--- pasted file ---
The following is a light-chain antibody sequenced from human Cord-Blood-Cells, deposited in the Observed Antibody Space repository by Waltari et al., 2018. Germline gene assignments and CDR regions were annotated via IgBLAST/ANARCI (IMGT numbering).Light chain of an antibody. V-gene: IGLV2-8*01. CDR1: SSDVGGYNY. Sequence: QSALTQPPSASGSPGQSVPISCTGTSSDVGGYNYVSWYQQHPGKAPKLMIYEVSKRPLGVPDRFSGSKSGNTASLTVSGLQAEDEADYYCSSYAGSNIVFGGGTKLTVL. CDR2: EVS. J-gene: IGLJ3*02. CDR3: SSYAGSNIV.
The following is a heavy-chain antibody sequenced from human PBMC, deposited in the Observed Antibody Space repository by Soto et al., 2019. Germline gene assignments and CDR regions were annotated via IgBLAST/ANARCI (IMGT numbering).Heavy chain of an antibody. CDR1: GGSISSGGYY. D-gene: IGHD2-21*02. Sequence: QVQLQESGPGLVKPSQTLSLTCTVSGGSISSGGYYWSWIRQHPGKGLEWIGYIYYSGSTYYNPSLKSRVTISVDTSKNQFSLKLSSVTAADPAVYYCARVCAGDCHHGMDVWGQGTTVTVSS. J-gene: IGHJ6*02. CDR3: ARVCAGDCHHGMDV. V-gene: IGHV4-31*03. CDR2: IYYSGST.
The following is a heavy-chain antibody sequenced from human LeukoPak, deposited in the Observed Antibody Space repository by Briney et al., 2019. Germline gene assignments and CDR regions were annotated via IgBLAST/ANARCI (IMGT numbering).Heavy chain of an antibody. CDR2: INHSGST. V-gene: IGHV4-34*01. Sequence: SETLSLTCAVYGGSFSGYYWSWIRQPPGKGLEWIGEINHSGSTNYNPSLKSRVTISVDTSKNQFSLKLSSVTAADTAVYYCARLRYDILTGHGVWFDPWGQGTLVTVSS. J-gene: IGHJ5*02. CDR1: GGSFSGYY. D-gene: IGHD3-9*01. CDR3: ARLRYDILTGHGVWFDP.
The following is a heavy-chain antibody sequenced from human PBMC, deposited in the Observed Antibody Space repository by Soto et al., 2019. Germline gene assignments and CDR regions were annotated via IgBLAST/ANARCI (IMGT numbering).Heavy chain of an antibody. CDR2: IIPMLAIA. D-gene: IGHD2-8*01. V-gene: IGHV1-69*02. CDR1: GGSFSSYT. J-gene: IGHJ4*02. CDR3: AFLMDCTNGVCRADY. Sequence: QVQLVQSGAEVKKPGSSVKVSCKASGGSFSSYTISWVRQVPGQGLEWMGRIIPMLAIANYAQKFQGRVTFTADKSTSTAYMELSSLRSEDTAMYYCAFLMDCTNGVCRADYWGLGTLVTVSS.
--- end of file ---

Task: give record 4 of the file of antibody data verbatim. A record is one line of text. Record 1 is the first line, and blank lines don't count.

The following is a heavy-chain antibody sequenced from human PBMC, deposited in the Observed Antibody Space repository by Soto et al., 2019. Germline gene assignments and CDR regions were annotated via IgBLAST/ANARCI (IMGT numbering).Heavy chain of an antibody. CDR2: IIPMLAIA. D-gene: IGHD2-8*01. V-gene: IGHV1-69*02. CDR1: GGSFSSYT. J-gene: IGHJ4*02. CDR3: AFLMDCTNGVCRADY. Sequence: QVQLVQSGAEVKKPGSSVKVSCKASGGSFSSYTISWVRQVPGQGLEWMGRIIPMLAIANYAQKFQGRVTFTADKSTSTAYMELSSLRSEDTAMYYCAFLMDCTNGVCRADYWGLGTLVTVSS.